Introduction – Feb 6, 2020
This case only underlines why a substantial portion of Scots are adamantly opposed to independence under the Scottish Nationalist Party (SNP). Independence would mean that the country might have been ruled by a man like Derek Mackay, who had been viewed as a rising star in Scottish Nationalist circles.
The SNP’s former finance minister, who looked increasingly like the heir to First Minister Nicola Sturgeon, has just been accused of “grooming” a sixteen-year-old boy.
This comes only a few weeks after the former leader of the SNP and Scotland’s former First Minister Alex Salmond was charged with attempted rape and sexual assaults against multiple victims.
What does it say when Nicola Sturgeon’s predecessor and her heir apparent are both engulfed by scandal? The SNP has dominated Scottish politics for nearly two decades now but this latest episode may mark the beginning of the end of that dominance as Scots take a long hard look at the party. Ed.
The Derek Mackay scandal has added to the anxious atmosphere engulfing the SNP
Alan Cochrane – The Telegraph Feb 6, 2020
To the senior nationalists of my acquaintance, there was no question about it on Tuesday night. If and when – and most old heads think it’s only a matter of when – Nicola Sturgeon stands down, there was only one name in the frame as next leader of the SNP.
‘Derek Mackay is pretty much a shoo-in’, was their unambiguous conclusion.
Incredibly, less than 24 hours later Mr Mackay was gone – forced to resign in ignominy after being confronted with the devastating revelation that he’d been conducting embarrassing and highly suggestive text exchanges with a 16-year-old boy.
That the news broke just as Mr Mackay, Scotland’s finance minister, had been about to make the most important announcement of his year – his budget statement – merely added to the atmosphere of consternation now engulfing the normally confident party that has run Scotland for thirteen years.
And it arrives as the SNP appears to be staggering from one crisis to another … this, in spite of the fact that it added 13 seats to his Commons tally of MPs in the December general election and looked like confirming that it is becoming Scotland’s natural party of government.
But that success masked one incredibly important fact which is that the nationalists may have captured a sizeable proportion of the Scottish electorate who appear ready to back Nicola Sturgeon, no matter how incompetently she governs.
In virtually every aspect of policy the SNP government comes up short and yet 40% of the voters are so blinded by her promise to break up Britain that they’re prepared to back her through thick and thin.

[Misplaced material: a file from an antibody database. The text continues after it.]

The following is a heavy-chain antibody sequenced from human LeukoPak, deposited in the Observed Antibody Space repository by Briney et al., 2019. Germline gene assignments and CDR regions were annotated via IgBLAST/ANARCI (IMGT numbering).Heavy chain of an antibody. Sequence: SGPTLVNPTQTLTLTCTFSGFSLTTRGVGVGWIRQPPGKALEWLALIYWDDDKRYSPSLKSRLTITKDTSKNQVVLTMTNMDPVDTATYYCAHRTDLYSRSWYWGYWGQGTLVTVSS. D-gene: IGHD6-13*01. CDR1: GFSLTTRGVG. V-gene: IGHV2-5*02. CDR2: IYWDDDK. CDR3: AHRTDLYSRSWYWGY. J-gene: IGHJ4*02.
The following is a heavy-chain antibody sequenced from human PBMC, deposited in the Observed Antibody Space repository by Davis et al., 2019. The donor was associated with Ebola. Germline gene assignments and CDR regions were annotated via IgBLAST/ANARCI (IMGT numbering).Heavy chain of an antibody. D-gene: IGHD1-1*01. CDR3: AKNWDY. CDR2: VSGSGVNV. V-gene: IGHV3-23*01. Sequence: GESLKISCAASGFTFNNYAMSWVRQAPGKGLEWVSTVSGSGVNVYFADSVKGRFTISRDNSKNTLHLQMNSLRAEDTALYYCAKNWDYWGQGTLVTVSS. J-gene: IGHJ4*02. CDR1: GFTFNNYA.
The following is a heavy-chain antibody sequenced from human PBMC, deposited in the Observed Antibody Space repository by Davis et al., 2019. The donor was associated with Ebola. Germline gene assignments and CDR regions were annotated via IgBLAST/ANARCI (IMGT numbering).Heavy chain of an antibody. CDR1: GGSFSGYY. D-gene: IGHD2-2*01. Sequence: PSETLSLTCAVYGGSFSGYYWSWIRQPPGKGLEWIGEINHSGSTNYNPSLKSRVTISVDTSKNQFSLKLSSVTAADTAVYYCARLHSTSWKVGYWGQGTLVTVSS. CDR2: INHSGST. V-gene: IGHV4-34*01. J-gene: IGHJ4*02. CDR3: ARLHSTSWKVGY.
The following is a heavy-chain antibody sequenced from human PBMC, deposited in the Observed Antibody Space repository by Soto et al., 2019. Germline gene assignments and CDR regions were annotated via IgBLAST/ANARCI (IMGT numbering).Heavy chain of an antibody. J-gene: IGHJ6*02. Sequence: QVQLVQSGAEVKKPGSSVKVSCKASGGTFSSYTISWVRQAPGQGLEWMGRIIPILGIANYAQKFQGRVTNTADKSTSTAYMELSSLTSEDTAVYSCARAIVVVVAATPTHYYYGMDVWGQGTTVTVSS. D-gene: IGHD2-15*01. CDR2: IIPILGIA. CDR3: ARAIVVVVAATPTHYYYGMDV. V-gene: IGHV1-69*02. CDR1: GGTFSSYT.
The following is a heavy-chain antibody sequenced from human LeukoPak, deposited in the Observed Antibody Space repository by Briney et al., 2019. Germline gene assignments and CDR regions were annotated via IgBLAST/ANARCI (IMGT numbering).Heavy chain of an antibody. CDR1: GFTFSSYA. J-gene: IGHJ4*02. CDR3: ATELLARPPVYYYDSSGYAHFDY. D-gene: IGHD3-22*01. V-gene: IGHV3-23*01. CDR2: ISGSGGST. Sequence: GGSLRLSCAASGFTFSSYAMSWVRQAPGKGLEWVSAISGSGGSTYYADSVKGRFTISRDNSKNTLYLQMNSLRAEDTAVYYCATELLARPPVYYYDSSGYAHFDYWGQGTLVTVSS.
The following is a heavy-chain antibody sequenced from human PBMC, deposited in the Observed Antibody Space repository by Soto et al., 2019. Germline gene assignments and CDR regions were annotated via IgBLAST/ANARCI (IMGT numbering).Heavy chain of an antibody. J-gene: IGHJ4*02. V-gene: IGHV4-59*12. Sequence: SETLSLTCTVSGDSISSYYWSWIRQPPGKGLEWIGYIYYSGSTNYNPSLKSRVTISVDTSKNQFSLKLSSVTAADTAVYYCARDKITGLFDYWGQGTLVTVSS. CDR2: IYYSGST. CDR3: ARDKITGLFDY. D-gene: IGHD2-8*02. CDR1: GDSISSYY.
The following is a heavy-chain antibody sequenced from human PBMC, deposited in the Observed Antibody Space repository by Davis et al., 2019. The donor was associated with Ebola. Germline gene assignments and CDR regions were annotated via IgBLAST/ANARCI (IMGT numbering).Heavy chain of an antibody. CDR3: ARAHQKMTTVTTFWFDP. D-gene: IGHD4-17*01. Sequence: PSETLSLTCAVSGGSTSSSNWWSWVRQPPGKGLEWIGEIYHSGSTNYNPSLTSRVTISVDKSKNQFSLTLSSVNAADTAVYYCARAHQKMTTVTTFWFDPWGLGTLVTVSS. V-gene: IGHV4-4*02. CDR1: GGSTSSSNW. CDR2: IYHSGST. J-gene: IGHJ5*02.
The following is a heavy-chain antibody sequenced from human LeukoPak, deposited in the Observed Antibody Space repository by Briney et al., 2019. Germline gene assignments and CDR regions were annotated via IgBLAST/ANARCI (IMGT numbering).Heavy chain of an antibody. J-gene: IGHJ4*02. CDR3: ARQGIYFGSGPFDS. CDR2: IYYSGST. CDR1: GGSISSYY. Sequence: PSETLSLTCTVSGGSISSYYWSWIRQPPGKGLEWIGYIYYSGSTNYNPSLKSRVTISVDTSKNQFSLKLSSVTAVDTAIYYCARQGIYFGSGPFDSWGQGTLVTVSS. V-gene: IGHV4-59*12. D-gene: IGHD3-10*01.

Nevertheless, given the sense of genuine shock, acute embarrassment and, yes, outrage at Mr Mackay’s behaviour, evinced among nationalist MSPs at Holyrood yesterday, that surely cannot now be taken for granted.
The majority of MSPs, both nationalist and opposition, found it incredibly difficult to believe that Mr Mackay could have embarked on such a reckless course of action and there was precious little sympathy for his current plight – other than sorrow for his young sons, one of whom is roughly the same age as the boy the minister had been texting.
Often a brutally partisan parliamentary performer, Mr Mackay was a secure and high profile member of the Sturgeon cabinet, even if his lack of economic gravitas was often cruelly exposed by his opponents
His lack of support as finance minister was countered by his popularity both in his constituency, where he had also served as local council leader, and amongst SNP activists, who got to know him well as a regular chairman of the party’s annual conference.
Moreover, he always exhibited supreme confidence in his own ability, with his critics last night expressing the view that this self-belief may well have contributed to what is being seen as his extremely irresponsible behaviour.
There was a deep unease in the SNP ranks last night about where this unhappy story is going, especially whether the police may yet become involved and about whether there are other embarrassing revelations still to come.
There is also the question as to whether Mr Mackay can keep his seat as an MSP. He has been suspended from membership of the SNP and denied the party whip but only he can decide if he continues to represent his Renfrewshire North and West constituency.
There is no doubt, however, that this is looking increasingly unlikely. Both Jackson Carlaw, for the Tories, and Richard Leonard, for Labour, said he should stand down and there was not much in the way of support from Ms Sturgeon – the First Minister insisting, merely, that such an issue would be subject to an internal party inquiry.
On the back of a lacklustre economic performance, poor education results, depressingly long hospital waiting lists and Mr Mackay’s ill-judged nationalisation of the Ferguson Marine shipyard the nature of his resignation has come as a massive, perhaps calamitous, body-blow to the SNP.
Perhaps the only decent news for the party to come out of yesterday’s events is that in losing one favourite for its leadership, it gained another. Kate Forbes, the junior finance minister, stepped in to deliver the budget statement and won plaudits from friend and foe alike.
A future leader? In the SNP’s present condition, anything is possible.